The plot is a minor concern for me, not because it’s poorly executed, but because it is simply unlike anything else that has ever aired on TV before–which could end up amazing or…not-so-much. It’s a huge risk, but I admire Sorkin for taking it. The first episode is primarily set on April 20, 2010–the day of the BP oil spill. Guess what the story of the day is. Revisionist history? Not really. It’s simple in the pilot, but we’ll see how that goes moving forward.

There’s one teeny element I didn’t like about the plot that popped up in the last 10 seconds of the show, but I assume that won’t be a problem in the final cut. I’ll follow up on that.

DIRECTION: Greg Mottola is generally known for lighthearted stuff like Superbad and the underrated Adventureland, but he brings a madcap energy to the show present in The West Wing when Alex Graves directed (he directs episode 2, by the way). A lot of handheld stuff, docu-style. The pacing and rhythm are great, but the humor is amped up, which I have to assume was helped by Mottola’s experience in comedy. Excellent work.

WRITING: Pure Aaron Sorkin. Perfect rhythm, great intellectual debate, surprisingly funny humor, well-defined and multidimensional characters, refreshing idealism, controversial social satire and of course the dialogue of a great theatrical work all in an episode of television. He is the greatest writer currently alive and I can only dream of being half as good. I could spend weeks ranting about exactly why, but I won’t bore you with such trivialities.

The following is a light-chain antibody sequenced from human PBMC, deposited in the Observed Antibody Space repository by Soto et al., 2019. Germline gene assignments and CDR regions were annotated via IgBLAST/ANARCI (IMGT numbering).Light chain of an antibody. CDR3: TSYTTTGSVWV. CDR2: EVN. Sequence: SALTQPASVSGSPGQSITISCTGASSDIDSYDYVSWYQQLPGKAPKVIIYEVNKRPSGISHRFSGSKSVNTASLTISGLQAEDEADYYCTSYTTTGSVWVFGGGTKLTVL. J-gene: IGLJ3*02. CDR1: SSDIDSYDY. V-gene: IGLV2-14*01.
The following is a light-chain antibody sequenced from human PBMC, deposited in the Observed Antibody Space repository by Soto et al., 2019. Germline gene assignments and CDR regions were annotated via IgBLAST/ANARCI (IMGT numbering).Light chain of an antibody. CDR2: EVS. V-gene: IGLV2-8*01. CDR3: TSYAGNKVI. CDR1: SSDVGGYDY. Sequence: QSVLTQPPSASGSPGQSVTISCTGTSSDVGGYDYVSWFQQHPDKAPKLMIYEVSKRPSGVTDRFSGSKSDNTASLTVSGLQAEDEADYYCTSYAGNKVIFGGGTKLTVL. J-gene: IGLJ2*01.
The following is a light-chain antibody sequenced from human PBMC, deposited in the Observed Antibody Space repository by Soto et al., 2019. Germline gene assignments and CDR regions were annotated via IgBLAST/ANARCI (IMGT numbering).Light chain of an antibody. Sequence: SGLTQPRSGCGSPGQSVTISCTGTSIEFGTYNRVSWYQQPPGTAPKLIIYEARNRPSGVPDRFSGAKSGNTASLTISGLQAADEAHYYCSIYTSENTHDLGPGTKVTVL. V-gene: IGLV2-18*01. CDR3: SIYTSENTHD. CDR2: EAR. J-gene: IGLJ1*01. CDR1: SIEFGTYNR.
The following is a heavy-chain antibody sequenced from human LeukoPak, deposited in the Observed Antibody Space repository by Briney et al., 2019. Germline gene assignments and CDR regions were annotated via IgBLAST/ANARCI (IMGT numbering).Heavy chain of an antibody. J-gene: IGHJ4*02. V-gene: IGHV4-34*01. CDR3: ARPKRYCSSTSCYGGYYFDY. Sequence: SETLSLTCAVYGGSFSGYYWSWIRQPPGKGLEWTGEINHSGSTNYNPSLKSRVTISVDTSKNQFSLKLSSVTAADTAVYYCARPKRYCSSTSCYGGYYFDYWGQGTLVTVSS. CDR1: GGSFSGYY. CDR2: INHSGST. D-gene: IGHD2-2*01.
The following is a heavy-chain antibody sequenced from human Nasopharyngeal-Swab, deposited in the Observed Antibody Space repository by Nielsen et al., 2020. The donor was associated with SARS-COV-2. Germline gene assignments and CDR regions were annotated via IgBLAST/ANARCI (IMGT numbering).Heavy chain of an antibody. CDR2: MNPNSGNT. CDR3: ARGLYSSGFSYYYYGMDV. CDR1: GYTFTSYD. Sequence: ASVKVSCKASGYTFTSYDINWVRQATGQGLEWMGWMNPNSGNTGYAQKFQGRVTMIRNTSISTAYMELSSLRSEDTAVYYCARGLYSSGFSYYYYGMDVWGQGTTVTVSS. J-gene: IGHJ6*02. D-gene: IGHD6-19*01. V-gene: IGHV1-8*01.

PERFORMANCE: Every actor and actress is on the ball, but I’d like to give a particular shout-out to Daniels, Mortimer, Waterston, Pill and Gallagher. Daniels plays a weathered soul to perfection, giving us both sides of a dangerously (and brilliantly) designed coin. Mortimer raises the energy in the room tenfold, and you can tell that her character is Will’s muse, whether he wants to admit it or not. Waterston plays his character lightly, but with an unprecedented depth–a tough feat to accomplish when Sorkin writes the character like that. Not many actors could pull that off, but he did. Allison Pill has had a great run as a supporting player in art films (see Midnight In Paris, Milk) and here she gets to go to town on Sorkin’s finest material. Her character is intentionally young and naïve in episode one, but that gives her room to grow, and develop her relationship with Gallagher’s character, whose social naïvete is given a reprieve by his intense professional acumen and chutzpah. Gallagher (the other lead in Broadway’s Spring Awakening) treads a fine line, playing socially awkward but rebellious, and he aces it.

CAMEOS: There’s a doozy of a cameo from a big-name star of one of Sorkin’s films as a caller in the pilot. Bonus points for anyone who guesses the correct answer. It’s magnificent casting.

IF I HAD TO CRITICIZE ONE THING ABOUT THIS SHOW: “Drop the ‘the’. Just ‘Newsroom’. It’s cleaner.” – Sean Parker, paraphrased.

OVERALL: If you don’t watch this show, you’re missing out on what could potentially be the best show of the decade, and most definitely the best new show of the season.

About Dylan Visvikis

Dylan Visvikis is a working screenwriter and director in Los Angeles. View all posts by Dylan Visvikis